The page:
The Student Spotlight program, sponsored by Vance County Schools and the Vance County Public School Foundation, aims to celebrate students who demonstrate excellence in academics and exhibit commendable qualities like kindness, dedication and a commitment to personal growth.


Olivia Zheng, Dabney Elementary

Olivia Zheng, a fifth grader at Dabney Elementary, is described as a model student. She is an excellent student and also promotes a harmonious school environment. Olivia’s

love for math and dreams of a future in the medical field showcase her passion for learning and making a difference. Her motivation to attend school comes from positive experiences with teachers and friendships. She is fascinated by the history of the Mayans and Aztecs and enjoys helping peers with homework.

Aside from academics, Olivia has always aspired to visit Hawaii. If Olivia could have any superpower, she would choose teleportation so that she could go to Disneyland. Moreover, she actively contributes to her school community by assisting peers with homework, showcasing her commitment to collaboration. Her advice to fellow students is to work and study hard, listen to teachers, and follow the rules. Olivia’s admiration extends to her parents,

who serve as a source of care and support in her life. If given a magic wand, Olivia’s wish would be for money.


MiLay Cheek, New Hope Elementary 

MiLay has a love of learning and demonstrates a dedication to whatever she does. Since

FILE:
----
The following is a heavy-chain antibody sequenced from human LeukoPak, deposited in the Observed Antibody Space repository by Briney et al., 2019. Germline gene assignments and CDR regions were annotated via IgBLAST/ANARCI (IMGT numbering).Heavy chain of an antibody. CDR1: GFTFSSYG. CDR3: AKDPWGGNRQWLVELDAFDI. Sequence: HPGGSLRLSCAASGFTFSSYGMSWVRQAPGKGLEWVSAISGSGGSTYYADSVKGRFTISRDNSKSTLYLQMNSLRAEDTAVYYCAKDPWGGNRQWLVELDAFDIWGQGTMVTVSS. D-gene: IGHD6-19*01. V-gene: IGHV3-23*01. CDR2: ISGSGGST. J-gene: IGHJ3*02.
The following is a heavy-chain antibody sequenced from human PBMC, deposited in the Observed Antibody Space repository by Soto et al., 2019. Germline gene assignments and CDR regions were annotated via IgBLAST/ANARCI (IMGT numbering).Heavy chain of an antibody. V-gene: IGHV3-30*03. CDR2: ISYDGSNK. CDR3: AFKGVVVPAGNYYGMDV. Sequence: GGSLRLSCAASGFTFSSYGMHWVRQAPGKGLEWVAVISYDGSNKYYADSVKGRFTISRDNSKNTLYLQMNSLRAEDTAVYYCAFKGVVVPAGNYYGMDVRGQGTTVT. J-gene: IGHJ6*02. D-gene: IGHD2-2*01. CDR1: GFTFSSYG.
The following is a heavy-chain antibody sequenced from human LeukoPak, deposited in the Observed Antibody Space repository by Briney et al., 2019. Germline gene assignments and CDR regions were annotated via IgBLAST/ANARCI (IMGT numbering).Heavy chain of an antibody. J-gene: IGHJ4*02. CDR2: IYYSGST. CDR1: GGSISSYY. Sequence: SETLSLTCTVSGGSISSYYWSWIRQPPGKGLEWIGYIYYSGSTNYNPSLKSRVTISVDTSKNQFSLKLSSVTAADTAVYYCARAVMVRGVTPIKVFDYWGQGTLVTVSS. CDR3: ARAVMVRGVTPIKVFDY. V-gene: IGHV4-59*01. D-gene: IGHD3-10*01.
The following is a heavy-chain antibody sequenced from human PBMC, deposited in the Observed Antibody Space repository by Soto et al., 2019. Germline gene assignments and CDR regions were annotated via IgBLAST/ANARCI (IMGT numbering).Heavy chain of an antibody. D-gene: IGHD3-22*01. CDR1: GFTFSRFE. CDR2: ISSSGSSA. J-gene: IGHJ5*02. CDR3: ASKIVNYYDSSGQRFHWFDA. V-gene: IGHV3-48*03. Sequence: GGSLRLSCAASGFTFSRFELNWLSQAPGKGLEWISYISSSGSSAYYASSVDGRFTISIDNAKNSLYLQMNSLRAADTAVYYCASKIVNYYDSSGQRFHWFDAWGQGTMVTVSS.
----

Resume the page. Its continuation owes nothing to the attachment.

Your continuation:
transitioning from virtual school to New Hope, MiLay has felt the warmth of the school community

and the encouragement from dedicated teachers, especially Mrs. Broughton, who keeps her excited about learning. MiLay’s passion for literature is evident, finding joy in reading for fun. Academic goals fuel her dreams, with hopes of attending STEM Early High and ultimately reaching Harvard to pursue her passion of becoming a veterinarian. MiLay has taken an interest in the Aztecs, Mayans, and Incas in Social Studies. While MiLay focuses on school and family, she finds inspiration in her aunt and mom—two strong role models who embody resilience and hard work.

Beyond academics, MiLay extends kindness to her peers, stepping in to mediate conflicts and create a positive atmosphere. Her dream adventure takes her to Washington, DC, where she envisions exploring the White House with friends. Her advice to fellow students centers on making good choices, focusing on schoolwork, and setting life goals. If granted a superpower, MiLay would choose mind reading to understand people’s thoughts.